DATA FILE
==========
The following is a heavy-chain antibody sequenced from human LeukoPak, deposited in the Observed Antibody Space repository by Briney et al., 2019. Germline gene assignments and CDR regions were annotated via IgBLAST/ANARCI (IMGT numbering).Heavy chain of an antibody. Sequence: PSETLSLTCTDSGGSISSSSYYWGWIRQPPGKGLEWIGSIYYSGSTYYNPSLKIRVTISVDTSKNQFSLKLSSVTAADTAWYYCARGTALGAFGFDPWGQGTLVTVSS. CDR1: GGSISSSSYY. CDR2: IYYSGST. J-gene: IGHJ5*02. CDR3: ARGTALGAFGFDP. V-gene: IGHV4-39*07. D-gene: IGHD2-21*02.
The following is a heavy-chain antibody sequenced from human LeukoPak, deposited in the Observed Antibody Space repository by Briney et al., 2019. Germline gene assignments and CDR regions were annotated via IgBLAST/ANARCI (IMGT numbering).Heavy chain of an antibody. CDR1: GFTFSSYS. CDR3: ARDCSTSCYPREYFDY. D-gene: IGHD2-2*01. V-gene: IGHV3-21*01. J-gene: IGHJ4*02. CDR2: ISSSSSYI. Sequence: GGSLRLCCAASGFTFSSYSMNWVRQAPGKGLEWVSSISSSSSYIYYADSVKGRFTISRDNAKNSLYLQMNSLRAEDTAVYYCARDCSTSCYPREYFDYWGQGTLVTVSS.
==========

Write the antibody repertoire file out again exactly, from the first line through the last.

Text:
The following is a heavy-chain antibody sequenced from human LeukoPak, deposited in the Observed Antibody Space repository by Briney et al., 2019. Germline gene assignments and CDR regions were annotated via IgBLAST/ANARCI (IMGT numbering).Heavy chain of an antibody. Sequence: PSETLSLTCTDSGGSISSSSYYWGWIRQPPGKGLEWIGSIYYSGSTYYNPSLKIRVTISVDTSKNQFSLKLSSVTAADTAWYYCARGTALGAFGFDPWGQGTLVTVSS. CDR1: GGSISSSSYY. CDR2: IYYSGST. J-gene: IGHJ5*02. CDR3: ARGTALGAFGFDP. V-gene: IGHV4-39*07. D-gene: IGHD2-21*02.
The following is a heavy-chain antibody sequenced from human LeukoPak, deposited in the Observed Antibody Space repository by Briney et al., 2019. Germline gene assignments and CDR regions were annotated via IgBLAST/ANARCI (IMGT numbering).Heavy chain of an antibody. CDR1: GFTFSSYS. CDR3: ARDCSTSCYPREYFDY. D-gene: IGHD2-2*01. V-gene: IGHV3-21*01. J-gene: IGHJ4*02. CDR2: ISSSSSYI. Sequence: GGSLRLCCAASGFTFSSYSMNWVRQAPGKGLEWVSSISSSSSYIYYADSVKGRFTISRDNAKNSLYLQMNSLRAEDTAVYYCARDCSTSCYPREYFDYWGQGTLVTVSS.